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In a district heating system, one of the houses in the distribution net is not getting the desired heat into their house. This is because the pipes of this customer which connects them to the distribution system, are smaller than required; which leads to sudden pressure drop.

The solutions I can see are either to replace this customer`s supply pipe with the bigger one, or setting up a booster pump system at the customer. If I were to decide on putting a pump system, where should I put the pump; on the customer supply pipe or return pipe?

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  • $\begingroup$ Is your pump better at depression or pressure? $\endgroup$ – Solar Mike Nov 4 '18 at 17:21
  • $\begingroup$ You need to check what the pump is capable of, some can push well but not "draw or suck" others suck better than push... If you are working on this type of system then you should know how pumps work.... $\endgroup$ – Solar Mike Nov 4 '18 at 17:27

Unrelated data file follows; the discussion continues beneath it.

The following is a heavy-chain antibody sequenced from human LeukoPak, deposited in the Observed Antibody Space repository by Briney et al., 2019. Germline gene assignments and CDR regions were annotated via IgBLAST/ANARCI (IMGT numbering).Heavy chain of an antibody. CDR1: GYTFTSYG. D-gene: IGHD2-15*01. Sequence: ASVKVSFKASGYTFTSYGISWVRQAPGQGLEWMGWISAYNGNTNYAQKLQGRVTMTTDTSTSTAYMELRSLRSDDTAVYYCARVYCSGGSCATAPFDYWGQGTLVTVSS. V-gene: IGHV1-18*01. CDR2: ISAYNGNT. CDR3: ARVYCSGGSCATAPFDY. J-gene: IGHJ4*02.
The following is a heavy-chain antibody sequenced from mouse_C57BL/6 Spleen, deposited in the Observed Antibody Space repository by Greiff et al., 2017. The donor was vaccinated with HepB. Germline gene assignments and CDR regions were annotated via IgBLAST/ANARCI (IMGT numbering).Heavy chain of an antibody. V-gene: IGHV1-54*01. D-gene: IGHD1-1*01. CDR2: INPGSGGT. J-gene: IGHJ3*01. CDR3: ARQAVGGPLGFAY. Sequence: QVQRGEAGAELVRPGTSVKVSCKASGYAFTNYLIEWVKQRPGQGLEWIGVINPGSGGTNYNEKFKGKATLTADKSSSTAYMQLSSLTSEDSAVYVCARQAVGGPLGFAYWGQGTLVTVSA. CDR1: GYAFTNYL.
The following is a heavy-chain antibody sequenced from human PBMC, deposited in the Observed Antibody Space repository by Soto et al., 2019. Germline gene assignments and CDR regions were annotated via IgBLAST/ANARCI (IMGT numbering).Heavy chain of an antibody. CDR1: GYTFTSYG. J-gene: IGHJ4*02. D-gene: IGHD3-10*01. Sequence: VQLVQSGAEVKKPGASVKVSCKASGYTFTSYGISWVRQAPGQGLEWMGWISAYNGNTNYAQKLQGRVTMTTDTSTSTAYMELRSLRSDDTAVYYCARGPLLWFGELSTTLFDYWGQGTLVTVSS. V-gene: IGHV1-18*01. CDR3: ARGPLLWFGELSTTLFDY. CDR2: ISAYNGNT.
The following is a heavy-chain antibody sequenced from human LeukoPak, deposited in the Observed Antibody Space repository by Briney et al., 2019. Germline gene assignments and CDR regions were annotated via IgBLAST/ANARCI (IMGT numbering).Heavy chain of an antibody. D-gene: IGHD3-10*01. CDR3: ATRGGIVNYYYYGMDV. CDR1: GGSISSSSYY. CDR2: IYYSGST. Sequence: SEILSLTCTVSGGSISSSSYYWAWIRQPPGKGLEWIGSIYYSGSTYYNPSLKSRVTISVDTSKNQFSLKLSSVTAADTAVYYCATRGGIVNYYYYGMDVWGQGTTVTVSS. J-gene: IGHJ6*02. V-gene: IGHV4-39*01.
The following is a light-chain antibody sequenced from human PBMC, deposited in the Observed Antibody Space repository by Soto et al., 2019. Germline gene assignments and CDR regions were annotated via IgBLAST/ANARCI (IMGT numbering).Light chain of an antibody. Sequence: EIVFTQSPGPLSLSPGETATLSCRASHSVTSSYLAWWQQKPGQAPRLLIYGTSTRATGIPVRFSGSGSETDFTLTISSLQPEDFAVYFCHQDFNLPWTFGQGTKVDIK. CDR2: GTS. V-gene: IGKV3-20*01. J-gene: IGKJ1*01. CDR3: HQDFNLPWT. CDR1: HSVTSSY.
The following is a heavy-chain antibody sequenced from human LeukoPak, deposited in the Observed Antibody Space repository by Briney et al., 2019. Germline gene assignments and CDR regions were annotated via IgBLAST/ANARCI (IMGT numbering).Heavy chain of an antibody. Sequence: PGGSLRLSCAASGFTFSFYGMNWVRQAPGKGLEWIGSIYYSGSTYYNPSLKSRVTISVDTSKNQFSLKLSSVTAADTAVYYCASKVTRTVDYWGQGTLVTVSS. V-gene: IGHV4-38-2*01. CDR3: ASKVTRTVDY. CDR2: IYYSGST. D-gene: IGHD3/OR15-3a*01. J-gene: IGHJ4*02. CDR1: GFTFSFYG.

• $\begingroup$ now i understand, so it comes to the type of the system. $\endgroup$ – ptqm Nov 4 '18 at 17:29
  • $\begingroup$ @Solar Mike If only boils down to the pump system, then say I put the pump on the return line; in this case shouldn`t pump also overcome the pressure drop in the customer heat exchangers? In that case putting on the supply line makes more sense, is this right? $\endgroup$ – ptqm Nov 4 '18 at 18:01
  • $\begingroup$ What are the pump characteristics? Any idea of the flow rate you need to achieve for max heating load? From that and the size of the pipes you can work out what you need. $\endgroup$ – Solar Mike Nov 4 '18 at 18:05

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